This film’s plot is based off the crimes of American serial killer, Robert Hansen who did abduct prostitutes and fly them out to the Alaskan wilderness to hunt them, and it is also almost identical to the plot of the 1994 film “Surviving the Game”, but instead of Ice-T being hunted by Rutger Hauer and Gary Busey, we get a naked Danielle De Luca being hunted by some unknown guy, whose character name I could not remember for most of the film. I had no problem with Danielle De Luca being naked for more than half the movie, and that’s really the only positive thing I have to say about this film.  The story to this film has been done-to-death more times than I can count.  There’s nothing new, or original, or exciting about it.  It’s a generic film with a predictable plot and no action or excitement.  This film stretches the truths of reality way too many times.  I want to know how she doesn’t freeze to death the first night with no clothes or shelter, or how come when she knocks out the guy hunting her the first time she didn’t take his rifle or make sure he was dead, and how the hell after days without any food and barely any time to rest she somehow manages to survive being run over by a van and is able to steal it from the owner and drive to civilization before passing out.  The ending to “Naked Fear” makes a little bit of sense, but it does still stretch the truths of reality.  There’s just nothing spectacular I can say about this film.        
            
Necrosis (or Blood Snow) (2009)

Sometimes called "Blood Snow"
Another horror film I saw starring Danielle De Luca was “Necrosis”.  The ultimate problem with this film is that it tries so badly to be like other—much better—horror films that it loses its central focus and just ends up sucking so much! Besides not having a central focus to the story of the film, the characters are all poorly established, and the film spends more time trying to rip off other films rather than trying to be good on its own.  Just from the opening scene you get the sense that they tried way too hard to make this a good film.  The second scene in the film is the most blatant rip off of the opening scene to “The Shining” I have ever seen, and that is just the first of many fails.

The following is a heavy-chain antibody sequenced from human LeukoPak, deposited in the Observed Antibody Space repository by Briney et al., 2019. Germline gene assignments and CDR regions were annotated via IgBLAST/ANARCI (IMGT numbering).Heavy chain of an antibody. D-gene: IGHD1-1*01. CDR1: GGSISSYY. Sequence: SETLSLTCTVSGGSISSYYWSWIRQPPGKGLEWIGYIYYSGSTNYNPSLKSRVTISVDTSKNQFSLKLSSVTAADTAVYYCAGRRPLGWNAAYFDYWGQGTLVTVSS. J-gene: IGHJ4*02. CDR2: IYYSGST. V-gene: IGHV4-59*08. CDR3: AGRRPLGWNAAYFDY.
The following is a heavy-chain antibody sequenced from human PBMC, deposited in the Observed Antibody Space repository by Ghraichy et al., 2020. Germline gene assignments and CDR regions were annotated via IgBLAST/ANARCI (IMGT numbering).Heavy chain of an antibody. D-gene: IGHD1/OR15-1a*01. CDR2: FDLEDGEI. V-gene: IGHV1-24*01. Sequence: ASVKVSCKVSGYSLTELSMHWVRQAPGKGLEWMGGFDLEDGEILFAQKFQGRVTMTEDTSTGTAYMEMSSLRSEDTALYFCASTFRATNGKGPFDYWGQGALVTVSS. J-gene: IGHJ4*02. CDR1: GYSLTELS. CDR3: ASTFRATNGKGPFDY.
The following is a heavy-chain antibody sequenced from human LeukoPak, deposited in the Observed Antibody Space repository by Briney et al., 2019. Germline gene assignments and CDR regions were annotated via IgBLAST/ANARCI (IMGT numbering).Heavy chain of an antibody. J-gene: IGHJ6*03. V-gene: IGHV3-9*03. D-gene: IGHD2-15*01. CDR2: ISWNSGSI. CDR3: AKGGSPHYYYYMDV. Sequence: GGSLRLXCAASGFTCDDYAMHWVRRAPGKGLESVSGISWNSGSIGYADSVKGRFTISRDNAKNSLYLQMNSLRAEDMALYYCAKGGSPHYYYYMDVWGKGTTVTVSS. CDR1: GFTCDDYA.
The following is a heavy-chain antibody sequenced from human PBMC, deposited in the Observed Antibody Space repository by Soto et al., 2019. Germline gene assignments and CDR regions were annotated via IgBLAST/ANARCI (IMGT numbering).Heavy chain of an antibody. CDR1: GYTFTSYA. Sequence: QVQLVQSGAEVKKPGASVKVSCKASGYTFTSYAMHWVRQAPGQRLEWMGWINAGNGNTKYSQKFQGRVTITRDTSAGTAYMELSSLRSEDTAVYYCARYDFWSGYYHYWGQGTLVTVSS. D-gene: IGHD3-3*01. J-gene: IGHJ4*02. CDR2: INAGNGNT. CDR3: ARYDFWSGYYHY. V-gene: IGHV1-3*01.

The plot to “Necrosis” is the following: A group of recent college graduates are heading up to a cabin in the mountains to for a week of snowmobiling and fun.  As it just so happens there is a huge blizzard that supposed to be coming through, and despite all the warnings the six friends receive from the locals they decide to ignore them and head up to the mountains. But this just isn’t any mountain they’re on; as it turns out the same cabin they’re staying in is on the same mountain where the Donner Party Massacre happened!  So the six friends are, obviously, going to be killed by the zombies of the Donner Party, right?  Wrong!  They die by either freezing to death or gunshot wounds!                                               
     This film really pisses me off because throughout the first half of the film they go out of their way to establish that the mountain they’re staying on was the same one that “Donner Party” got stranded on, and then the Donner Party Zombies aren’t even the bad guys in the film, it’s themselves!  There are even a few scenes of the cast having nightmares about being eaten by zombies, so you would think that the film was foreshadowing events that were to come in the film, but no!  Instead they wasted time on other things.    
Danielle De Luca & James Kyson Lee
    The other major problem with this film is it fails to establish its characters properly, our Hero (if we can even call him that) has like a half-dozen different background stories; he was a med student, he quit to become a writer, he’s also a master mechanic, he was engaged a few months ago, etc.  Jesus Christ, what can’t this guy do?  Then there’s Danielle De Luca’s character, Samantha, who is revealed to be 2-months pregnant half way through the friggin` movie!  What effect does this have on her character or the films plot? Absolutely, nothing her character decides to keep it a secret from her boyfriend—who we later find out is a schizophrenic—and ends up getting killed by him before she can ever tell him.  So thank you movie for deciding to invest us in this twist-to-the-plot and leaving it unfulfilled!  Thank you so VERY much.   
RESPECT MICHAEL BERRYMAN!!!
The worst thing about this film is what they did to poor Michael Berryman.  Michael Berryman is a Cult-Horror Movie legend and it angered me so much that this film did not let him live up to the potential we would normally expect from an actor like him..  I don’t even think he took this film that seriously, because he put so little effort into his character, and I honestly think this film was just another paycheck to him.  He’s just awful in this film.  So do yourself a favor do NOT see “Necrosis” it is one of the worst horror films I have ever seen, and it is just too stupid to be comprehended by sane human beings.  I have half a mind to go up to this film’s crew and smack them all across the face with a shovel!  For Shame on them all.  FOR SHAME!